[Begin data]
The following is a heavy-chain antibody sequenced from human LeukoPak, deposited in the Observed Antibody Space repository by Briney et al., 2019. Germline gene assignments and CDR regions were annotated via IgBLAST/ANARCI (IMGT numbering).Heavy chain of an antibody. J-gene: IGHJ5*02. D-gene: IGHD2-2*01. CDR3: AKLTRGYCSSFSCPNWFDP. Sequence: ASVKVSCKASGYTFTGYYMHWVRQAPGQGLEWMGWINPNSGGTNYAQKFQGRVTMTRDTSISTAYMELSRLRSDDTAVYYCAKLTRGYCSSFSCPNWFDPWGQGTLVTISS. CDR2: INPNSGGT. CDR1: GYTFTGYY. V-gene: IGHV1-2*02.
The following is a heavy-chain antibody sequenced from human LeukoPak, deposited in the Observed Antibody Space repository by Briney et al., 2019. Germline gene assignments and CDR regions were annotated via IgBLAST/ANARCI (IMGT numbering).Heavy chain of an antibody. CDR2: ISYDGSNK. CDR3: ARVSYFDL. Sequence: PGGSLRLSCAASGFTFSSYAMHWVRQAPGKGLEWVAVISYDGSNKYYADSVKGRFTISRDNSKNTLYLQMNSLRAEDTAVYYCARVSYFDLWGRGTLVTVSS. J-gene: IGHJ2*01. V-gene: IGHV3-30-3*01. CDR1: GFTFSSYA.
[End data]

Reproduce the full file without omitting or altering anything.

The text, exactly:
The following is a heavy-chain antibody sequenced from human LeukoPak, deposited in the Observed Antibody Space repository by Briney et al., 2019. Germline gene assignments and CDR regions were annotated via IgBLAST/ANARCI (IMGT numbering).Heavy chain of an antibody. J-gene: IGHJ5*02. D-gene: IGHD2-2*01. CDR3: AKLTRGYCSSFSCPNWFDP. Sequence: ASVKVSCKASGYTFTGYYMHWVRQAPGQGLEWMGWINPNSGGTNYAQKFQGRVTMTRDTSISTAYMELSRLRSDDTAVYYCAKLTRGYCSSFSCPNWFDPWGQGTLVTISS. CDR2: INPNSGGT. CDR1: GYTFTGYY. V-gene: IGHV1-2*02.
The following is a heavy-chain antibody sequenced from human LeukoPak, deposited in the Observed Antibody Space repository by Briney et al., 2019. Germline gene assignments and CDR regions were annotated via IgBLAST/ANARCI (IMGT numbering).Heavy chain of an antibody. CDR2: ISYDGSNK. CDR3: ARVSYFDL. Sequence: PGGSLRLSCAASGFTFSSYAMHWVRQAPGKGLEWVAVISYDGSNKYYADSVKGRFTISRDNSKNTLYLQMNSLRAEDTAVYYCARVSYFDLWGRGTLVTVSS. J-gene: IGHJ2*01. V-gene: IGHV3-30-3*01. CDR1: GFTFSSYA.